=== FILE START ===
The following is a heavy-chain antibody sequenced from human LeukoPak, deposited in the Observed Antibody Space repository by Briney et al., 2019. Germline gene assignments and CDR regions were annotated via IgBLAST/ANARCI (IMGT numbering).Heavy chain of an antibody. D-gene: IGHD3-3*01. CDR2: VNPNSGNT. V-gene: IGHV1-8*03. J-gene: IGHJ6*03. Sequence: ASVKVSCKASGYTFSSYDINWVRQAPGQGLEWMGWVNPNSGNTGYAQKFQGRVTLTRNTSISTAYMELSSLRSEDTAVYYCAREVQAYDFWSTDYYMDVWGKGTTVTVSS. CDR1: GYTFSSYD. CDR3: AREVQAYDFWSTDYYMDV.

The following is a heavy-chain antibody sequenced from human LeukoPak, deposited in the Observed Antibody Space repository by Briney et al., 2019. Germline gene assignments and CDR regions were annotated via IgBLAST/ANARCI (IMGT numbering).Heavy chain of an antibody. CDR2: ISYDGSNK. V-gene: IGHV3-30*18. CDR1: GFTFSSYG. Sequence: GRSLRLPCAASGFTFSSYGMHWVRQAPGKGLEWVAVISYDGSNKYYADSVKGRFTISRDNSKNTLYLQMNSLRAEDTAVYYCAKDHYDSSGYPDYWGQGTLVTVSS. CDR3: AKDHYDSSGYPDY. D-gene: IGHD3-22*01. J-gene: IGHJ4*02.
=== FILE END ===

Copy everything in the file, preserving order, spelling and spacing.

The following is a heavy-chain antibody sequenced from human LeukoPak, deposited in the Observed Antibody Space repository by Briney et al., 2019. Germline gene assignments and CDR regions were annotated via IgBLAST/ANARCI (IMGT numbering).Heavy chain of an antibody. D-gene: IGHD3-3*01. CDR2: VNPNSGNT. V-gene: IGHV1-8*03. J-gene: IGHJ6*03. Sequence: ASVKVSCKASGYTFSSYDINWVRQAPGQGLEWMGWVNPNSGNTGYAQKFQGRVTLTRNTSISTAYMELSSLRSEDTAVYYCAREVQAYDFWSTDYYMDVWGKGTTVTVSS. CDR1: GYTFSSYD. CDR3: AREVQAYDFWSTDYYMDV.

The following is a heavy-chain antibody sequenced from human LeukoPak, deposited in the Observed Antibody Space repository by Briney et al., 2019. Germline gene assignments and CDR regions were annotated via IgBLAST/ANARCI (IMGT numbering).Heavy chain of an antibody. CDR2: ISYDGSNK. V-gene: IGHV3-30*18. CDR1: GFTFSSYG. Sequence: GRSLRLPCAASGFTFSSYGMHWVRQAPGKGLEWVAVISYDGSNKYYADSVKGRFTISRDNSKNTLYLQMNSLRAEDTAVYYCAKDHYDSSGYPDYWGQGTLVTVSS. CDR3: AKDHYDSSGYPDY. D-gene: IGHD3-22*01. J-gene: IGHJ4*02.